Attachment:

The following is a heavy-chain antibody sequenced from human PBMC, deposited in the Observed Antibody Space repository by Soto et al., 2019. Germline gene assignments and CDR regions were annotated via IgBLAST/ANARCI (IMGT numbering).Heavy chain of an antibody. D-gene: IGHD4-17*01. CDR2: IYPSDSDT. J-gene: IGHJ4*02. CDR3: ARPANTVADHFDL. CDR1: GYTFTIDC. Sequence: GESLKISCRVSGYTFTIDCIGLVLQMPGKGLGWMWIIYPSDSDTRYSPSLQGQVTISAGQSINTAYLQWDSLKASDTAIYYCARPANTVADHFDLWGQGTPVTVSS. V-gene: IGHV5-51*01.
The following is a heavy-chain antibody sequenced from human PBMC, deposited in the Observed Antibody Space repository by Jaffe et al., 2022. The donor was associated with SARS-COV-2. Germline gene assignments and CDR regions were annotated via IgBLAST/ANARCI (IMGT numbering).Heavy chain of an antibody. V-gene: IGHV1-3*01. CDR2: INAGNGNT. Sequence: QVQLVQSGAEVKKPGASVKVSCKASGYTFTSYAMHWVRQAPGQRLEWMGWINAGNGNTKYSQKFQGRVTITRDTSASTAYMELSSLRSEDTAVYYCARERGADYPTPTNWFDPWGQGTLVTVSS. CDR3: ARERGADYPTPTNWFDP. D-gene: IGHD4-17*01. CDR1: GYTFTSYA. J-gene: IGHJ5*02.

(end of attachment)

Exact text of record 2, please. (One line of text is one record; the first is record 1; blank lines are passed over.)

The following is a heavy-chain antibody sequenced from human PBMC, deposited in the Observed Antibody Space repository by Jaffe et al., 2022. The donor was associated with SARS-COV-2. Germline gene assignments and CDR regions were annotated via IgBLAST/ANARCI (IMGT numbering).Heavy chain of an antibody. V-gene: IGHV1-3*01. CDR2: INAGNGNT. Sequence: QVQLVQSGAEVKKPGASVKVSCKASGYTFTSYAMHWVRQAPGQRLEWMGWINAGNGNTKYSQKFQGRVTITRDTSASTAYMELSSLRSEDTAVYYCARERGADYPTPTNWFDPWGQGTLVTVSS. CDR3: ARERGADYPTPTNWFDP. D-gene: IGHD4-17*01. CDR1: GYTFTSYA. J-gene: IGHJ5*02.